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Lost Girl

Still, the ambience of the forest lurks. Where once lively boots ruffled the undergrowth there is now a quiet emptiness; all that echoes is a soft breeze gently stroking a flailing yellow and black tape. The dense surrounding of pure white bark has been robbed of its colour—a sea of crumpled crimson lies on the ground below, all but lifeless if not for the wind’s cold, playful hands.

With a sudden tenacity, a brave blackbird skims the canopy before perching on a lonely branch overlooking the scene. Its bleeding eyes swiftly yet firmly cover the area, it seems as though this place has been abandoned. In amongst a vast array of birch trees, all otherwise lined up neatly into a matrix, is a hole. A single space isolated within a pool of synchronised growth.

The bird notices something. A tiny glint of sparkling light catches itself in the creature’s pupil. Crinkling sensations arouse the bird’s feet as it lands abruptly in the centre of the hollow gap in the forest. Its neck snaps to the side and its eyes jolt to find the light again. Two short hops to the left over the lightly frosted vegetation bring the bird to its target.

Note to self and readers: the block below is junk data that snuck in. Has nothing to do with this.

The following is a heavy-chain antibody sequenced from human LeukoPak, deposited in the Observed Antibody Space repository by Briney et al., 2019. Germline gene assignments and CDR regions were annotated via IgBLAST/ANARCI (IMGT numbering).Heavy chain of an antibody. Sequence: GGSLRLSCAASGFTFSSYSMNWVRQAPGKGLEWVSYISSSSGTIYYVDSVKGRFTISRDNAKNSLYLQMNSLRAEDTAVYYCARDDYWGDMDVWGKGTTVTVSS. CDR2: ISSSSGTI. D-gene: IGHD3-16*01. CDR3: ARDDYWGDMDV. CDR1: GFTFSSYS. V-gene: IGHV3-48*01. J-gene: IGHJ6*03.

A small jewelled earring with a childlike design lies poking out through the hardened mud. The bird pecks forward and clasps the object in its beak, before taking off and flying away.

Flash Fiction by Daniel Jervis
Picture: Lost earring by rjp under CC BY 2.0
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Published in Spring 2017


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